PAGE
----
...access to a Comoros passport grants access to 58 countries visa-free or visa-on-arrival."
Where is Comoros?
Comoros, a tiny, fragrant, post-colonial island nation off the east coast of continental Africa is famous for being the world’s top producer of ylang-ylang and the world’s second-largest producer of vanilla (Madagascar is the world’s largest). Apart from being one of the world’s largest producers of cloves, vanilla and ylang-ylang, used in top perfumeries, Comoros is also known for the world’s most affordable citizenship-by-investment program.
Three of Comoros’ major islands gained independence from France, its former colonial ruler in 1975. Mayotte, the fourth major island continues as French territory. With ties to Islam dating back to the 7th century, Comoros is majority Sunni Muslim and its official languages are French, Comorian and Arabic. Comoros has an abundance of natural wonders and white beaches unspoilt by comparatively few tourists visiting each year.
By far the most common is the Assistant Language Teacher (ALTs). ALTs work in designated city or regional primary and/or secondary schools with a Japanese Teacher of English (JTEs)."
Previously, I had mentioned Japan’s range of visa options, including the Trusted Traveller Programme, start-up visas, and visas for fourth-generation ethnic Japanese. However, the Japan Exchange and Teaching Programme (popularly known as the JET Programme) is another to add to the list; and it is one of the world’s largest language exchange programs. While international work exchange appears to be more common today, Japan was decades ahead of its time - despite JET being conceived in 1987 in part to temper trade tensions between the United States and Japan as a rising economic giant.
Although issues like dual citizenship, living and working overseas, and international banking and commerce are the norm for many expatriates in Japan, not all expatriates see it this way and often view Japan as another world to experience. The JET Programme is one such program for many after university or college graduation, some pursuing a long-held desire to live and work in a country responsible for Pokemon, video games, walkmans, Playstation, manga, Hello Kitty, sumo wrestlers, and even naked man festivals.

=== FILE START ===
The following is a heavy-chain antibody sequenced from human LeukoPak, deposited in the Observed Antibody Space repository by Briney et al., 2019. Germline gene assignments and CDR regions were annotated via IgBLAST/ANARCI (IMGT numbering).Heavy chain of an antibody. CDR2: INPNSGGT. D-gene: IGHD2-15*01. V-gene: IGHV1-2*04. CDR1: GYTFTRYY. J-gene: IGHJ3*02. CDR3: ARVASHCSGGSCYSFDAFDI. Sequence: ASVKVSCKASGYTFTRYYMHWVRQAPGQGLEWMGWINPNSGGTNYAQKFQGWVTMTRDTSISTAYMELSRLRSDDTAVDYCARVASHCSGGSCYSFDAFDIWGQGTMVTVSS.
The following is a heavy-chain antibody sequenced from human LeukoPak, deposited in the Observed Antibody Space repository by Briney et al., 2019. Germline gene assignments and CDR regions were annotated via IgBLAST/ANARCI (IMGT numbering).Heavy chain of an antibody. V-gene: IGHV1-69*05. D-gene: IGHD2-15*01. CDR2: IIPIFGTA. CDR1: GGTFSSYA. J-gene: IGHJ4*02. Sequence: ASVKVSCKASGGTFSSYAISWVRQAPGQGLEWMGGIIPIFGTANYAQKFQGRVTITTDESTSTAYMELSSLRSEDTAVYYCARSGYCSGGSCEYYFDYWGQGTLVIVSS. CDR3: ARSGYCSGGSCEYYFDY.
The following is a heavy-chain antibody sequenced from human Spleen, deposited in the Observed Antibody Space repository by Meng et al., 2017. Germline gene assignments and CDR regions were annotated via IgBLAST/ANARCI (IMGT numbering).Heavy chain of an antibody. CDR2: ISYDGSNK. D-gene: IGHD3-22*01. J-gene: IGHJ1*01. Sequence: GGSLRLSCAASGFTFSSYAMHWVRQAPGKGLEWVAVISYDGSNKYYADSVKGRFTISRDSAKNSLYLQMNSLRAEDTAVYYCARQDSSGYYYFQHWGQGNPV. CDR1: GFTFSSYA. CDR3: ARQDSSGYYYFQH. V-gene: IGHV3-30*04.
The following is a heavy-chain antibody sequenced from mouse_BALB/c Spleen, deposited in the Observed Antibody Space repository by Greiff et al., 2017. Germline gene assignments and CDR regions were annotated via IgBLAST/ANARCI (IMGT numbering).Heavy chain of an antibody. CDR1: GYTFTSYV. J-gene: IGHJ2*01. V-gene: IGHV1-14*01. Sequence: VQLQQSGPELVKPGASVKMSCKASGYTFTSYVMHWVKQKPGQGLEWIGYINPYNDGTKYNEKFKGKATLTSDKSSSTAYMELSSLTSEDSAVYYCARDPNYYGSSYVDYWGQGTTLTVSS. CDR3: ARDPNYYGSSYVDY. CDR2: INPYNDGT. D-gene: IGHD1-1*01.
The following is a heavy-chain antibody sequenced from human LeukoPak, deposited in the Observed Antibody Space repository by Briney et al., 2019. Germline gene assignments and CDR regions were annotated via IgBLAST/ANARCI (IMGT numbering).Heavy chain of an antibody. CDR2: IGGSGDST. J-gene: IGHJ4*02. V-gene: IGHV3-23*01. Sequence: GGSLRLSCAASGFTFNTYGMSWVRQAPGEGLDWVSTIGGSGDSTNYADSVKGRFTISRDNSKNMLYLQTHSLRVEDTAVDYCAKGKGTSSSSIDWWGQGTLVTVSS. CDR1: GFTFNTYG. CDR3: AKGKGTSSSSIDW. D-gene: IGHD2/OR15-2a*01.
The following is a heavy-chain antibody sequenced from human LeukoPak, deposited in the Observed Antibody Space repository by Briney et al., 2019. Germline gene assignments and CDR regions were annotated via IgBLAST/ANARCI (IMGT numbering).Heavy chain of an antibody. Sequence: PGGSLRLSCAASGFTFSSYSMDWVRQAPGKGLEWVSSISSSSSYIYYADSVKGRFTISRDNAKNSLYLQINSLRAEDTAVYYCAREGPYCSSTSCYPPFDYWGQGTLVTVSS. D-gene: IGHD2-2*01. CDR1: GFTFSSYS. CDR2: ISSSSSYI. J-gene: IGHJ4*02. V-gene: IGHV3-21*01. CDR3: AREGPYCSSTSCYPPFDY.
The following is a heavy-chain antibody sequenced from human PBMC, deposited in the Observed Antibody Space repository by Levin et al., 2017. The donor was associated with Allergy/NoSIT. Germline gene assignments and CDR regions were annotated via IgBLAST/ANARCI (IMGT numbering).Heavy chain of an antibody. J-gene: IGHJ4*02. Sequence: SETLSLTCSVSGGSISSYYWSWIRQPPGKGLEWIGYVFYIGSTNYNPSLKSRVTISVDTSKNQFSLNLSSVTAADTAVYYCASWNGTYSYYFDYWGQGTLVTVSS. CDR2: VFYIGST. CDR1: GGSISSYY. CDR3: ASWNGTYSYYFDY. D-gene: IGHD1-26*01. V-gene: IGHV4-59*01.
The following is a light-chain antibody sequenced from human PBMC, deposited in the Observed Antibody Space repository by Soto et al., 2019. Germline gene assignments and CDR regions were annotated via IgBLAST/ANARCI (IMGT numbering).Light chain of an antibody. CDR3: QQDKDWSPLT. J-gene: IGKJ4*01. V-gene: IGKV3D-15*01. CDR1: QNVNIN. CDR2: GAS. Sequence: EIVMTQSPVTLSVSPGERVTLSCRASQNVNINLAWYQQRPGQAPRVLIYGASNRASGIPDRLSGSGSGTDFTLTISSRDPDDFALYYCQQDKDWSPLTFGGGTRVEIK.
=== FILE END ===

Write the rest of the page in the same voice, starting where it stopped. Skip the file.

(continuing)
What do JETs do?
JET participants work in one of three roles. Coordinators for International Relations (CIRs) must have proficiency in Japanese and work in local government offices assisting with international exchange activities and in organising local events. Sports exchange advisers (SEAs) coach and help plan sport-related projects. By far the most common is the Assistant Language Teacher (ALTs). ALTs work in designated city or regional primary and/or secondary schools with a Japanese Teacher of English (JTEs).
ALTs may be designated at a one or two schools (base schools), or rotate among several schools in a particular municipality. The number of ALTs in a given area usually depends on the local demand for English education teachers. The more rural the placement, the more Japanese teachers and communities speak little if any English, so effective communication among colleagues will be challenging if you have limited Japanese skills (although Japanese proficiency is not necessary to apply). Sometimes, you may find that individual schools are culturally-resistant to the idea of an ALT as good as their intentions may be, and ALTs can often find that there is limited understanding of, and little training for ALTs and Japanese teachers in English instruction and practice.